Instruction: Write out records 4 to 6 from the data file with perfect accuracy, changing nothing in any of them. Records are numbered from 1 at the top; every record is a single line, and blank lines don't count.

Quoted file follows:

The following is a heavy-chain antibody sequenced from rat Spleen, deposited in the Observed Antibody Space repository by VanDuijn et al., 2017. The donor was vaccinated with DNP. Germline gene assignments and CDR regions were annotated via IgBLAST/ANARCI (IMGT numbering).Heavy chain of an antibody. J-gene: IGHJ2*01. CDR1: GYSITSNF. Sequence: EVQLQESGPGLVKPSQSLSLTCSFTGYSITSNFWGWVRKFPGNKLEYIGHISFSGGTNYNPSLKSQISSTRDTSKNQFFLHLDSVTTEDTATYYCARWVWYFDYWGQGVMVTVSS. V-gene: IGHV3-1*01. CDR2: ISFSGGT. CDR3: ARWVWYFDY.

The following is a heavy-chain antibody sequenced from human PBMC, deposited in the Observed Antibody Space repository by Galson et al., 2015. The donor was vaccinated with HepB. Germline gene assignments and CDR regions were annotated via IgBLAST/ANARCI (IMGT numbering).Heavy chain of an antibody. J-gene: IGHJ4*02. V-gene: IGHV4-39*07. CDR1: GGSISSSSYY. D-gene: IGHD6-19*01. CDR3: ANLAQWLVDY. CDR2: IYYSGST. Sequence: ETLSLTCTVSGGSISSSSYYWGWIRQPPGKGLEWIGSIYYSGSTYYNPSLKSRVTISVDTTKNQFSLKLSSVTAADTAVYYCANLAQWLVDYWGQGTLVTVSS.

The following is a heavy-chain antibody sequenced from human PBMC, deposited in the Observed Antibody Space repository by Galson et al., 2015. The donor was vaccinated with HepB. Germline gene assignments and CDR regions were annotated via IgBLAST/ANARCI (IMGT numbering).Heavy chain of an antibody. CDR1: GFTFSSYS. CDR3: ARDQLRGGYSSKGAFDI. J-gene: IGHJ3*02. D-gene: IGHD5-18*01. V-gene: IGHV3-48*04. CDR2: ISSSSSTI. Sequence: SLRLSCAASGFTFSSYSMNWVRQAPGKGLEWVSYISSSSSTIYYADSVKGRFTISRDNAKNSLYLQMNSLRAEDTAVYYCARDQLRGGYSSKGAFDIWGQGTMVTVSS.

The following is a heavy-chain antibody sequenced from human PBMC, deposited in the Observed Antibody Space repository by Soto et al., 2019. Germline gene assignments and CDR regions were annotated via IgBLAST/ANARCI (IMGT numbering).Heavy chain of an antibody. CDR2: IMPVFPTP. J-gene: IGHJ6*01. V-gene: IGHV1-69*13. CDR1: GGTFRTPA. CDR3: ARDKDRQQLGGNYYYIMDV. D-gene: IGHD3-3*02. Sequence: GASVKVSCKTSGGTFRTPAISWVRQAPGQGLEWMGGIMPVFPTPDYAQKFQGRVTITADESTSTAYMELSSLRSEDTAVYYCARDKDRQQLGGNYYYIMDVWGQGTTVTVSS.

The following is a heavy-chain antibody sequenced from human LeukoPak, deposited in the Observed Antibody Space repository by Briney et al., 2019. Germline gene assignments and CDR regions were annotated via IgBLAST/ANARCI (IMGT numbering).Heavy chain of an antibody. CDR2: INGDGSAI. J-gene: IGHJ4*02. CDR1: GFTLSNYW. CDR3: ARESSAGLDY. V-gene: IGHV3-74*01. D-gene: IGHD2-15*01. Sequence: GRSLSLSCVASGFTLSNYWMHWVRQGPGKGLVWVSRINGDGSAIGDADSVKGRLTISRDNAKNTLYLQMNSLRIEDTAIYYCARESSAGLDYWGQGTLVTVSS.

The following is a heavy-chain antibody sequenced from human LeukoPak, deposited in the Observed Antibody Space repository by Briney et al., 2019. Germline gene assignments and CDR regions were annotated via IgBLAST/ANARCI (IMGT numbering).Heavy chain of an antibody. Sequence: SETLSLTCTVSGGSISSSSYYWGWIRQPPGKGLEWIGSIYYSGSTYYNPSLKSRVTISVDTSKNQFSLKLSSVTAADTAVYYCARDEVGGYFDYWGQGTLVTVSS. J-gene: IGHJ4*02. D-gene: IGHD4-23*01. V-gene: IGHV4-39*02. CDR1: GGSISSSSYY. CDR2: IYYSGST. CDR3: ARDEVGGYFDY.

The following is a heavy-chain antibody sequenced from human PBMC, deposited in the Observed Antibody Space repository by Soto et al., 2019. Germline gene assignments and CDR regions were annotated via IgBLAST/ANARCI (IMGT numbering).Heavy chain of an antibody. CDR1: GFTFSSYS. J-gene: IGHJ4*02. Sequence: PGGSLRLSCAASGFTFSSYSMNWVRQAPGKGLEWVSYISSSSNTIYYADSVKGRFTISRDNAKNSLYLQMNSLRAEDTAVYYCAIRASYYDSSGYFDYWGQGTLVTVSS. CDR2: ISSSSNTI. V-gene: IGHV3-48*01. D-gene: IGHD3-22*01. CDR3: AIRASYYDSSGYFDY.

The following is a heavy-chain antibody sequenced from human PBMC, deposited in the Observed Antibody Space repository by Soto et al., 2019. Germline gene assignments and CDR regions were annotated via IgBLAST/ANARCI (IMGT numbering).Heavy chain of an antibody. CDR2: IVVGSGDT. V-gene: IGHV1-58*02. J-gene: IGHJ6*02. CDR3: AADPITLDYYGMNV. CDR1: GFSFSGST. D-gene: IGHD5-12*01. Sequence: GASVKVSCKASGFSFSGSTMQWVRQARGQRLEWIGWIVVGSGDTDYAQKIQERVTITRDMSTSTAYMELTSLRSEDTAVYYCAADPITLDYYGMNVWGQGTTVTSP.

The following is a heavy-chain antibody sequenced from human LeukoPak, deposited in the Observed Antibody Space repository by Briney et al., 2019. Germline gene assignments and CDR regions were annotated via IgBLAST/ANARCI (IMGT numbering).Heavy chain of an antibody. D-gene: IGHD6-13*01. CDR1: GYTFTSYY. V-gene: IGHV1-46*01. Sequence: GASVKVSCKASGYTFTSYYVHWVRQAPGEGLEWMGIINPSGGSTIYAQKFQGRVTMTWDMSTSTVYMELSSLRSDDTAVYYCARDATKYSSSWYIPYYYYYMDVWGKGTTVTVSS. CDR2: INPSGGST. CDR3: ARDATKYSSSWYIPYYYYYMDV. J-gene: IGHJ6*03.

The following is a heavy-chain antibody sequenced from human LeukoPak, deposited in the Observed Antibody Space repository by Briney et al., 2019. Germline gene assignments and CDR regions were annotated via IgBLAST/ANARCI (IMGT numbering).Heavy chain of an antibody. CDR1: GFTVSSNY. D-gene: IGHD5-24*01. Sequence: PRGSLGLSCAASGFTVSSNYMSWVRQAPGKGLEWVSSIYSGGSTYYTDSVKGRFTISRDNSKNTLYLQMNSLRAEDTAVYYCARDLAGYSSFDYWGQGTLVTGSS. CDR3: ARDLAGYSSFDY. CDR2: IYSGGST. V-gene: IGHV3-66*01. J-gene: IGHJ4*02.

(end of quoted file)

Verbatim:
The following is a heavy-chain antibody sequenced from human PBMC, deposited in the Observed Antibody Space repository by Soto et al., 2019. Germline gene assignments and CDR regions were annotated via IgBLAST/ANARCI (IMGT numbering).Heavy chain of an antibody. CDR2: IMPVFPTP. J-gene: IGHJ6*01. V-gene: IGHV1-69*13. CDR1: GGTFRTPA. CDR3: ARDKDRQQLGGNYYYIMDV. D-gene: IGHD3-3*02. Sequence: GASVKVSCKTSGGTFRTPAISWVRQAPGQGLEWMGGIMPVFPTPDYAQKFQGRVTITADESTSTAYMELSSLRSEDTAVYYCARDKDRQQLGGNYYYIMDVWGQGTTVTVSS.

The following is a heavy-chain antibody sequenced from human LeukoPak, deposited in the Observed Antibody Space repository by Briney et al., 2019. Germline gene assignments and CDR regions were annotated via IgBLAST/ANARCI (IMGT numbering).Heavy chain of an antibody. CDR2: INGDGSAI. J-gene: IGHJ4*02. CDR1: GFTLSNYW. CDR3: ARESSAGLDY. V-gene: IGHV3-74*01. D-gene: IGHD2-15*01. Sequence: GRSLSLSCVASGFTLSNYWMHWVRQGPGKGLVWVSRINGDGSAIGDADSVKGRLTISRDNAKNTLYLQMNSLRIEDTAIYYCARESSAGLDYWGQGTLVTVSS.

The following is a heavy-chain antibody sequenced from human LeukoPak, deposited in the Observed Antibody Space repository by Briney et al., 2019. Germline gene assignments and CDR regions were annotated via IgBLAST/ANARCI (IMGT numbering).Heavy chain of an antibody. Sequence: SETLSLTCTVSGGSISSSSYYWGWIRQPPGKGLEWIGSIYYSGSTYYNPSLKSRVTISVDTSKNQFSLKLSSVTAADTAVYYCARDEVGGYFDYWGQGTLVTVSS. J-gene: IGHJ4*02. D-gene: IGHD4-23*01. V-gene: IGHV4-39*02. CDR1: GGSISSSSYY. CDR2: IYYSGST. CDR3: ARDEVGGYFDY.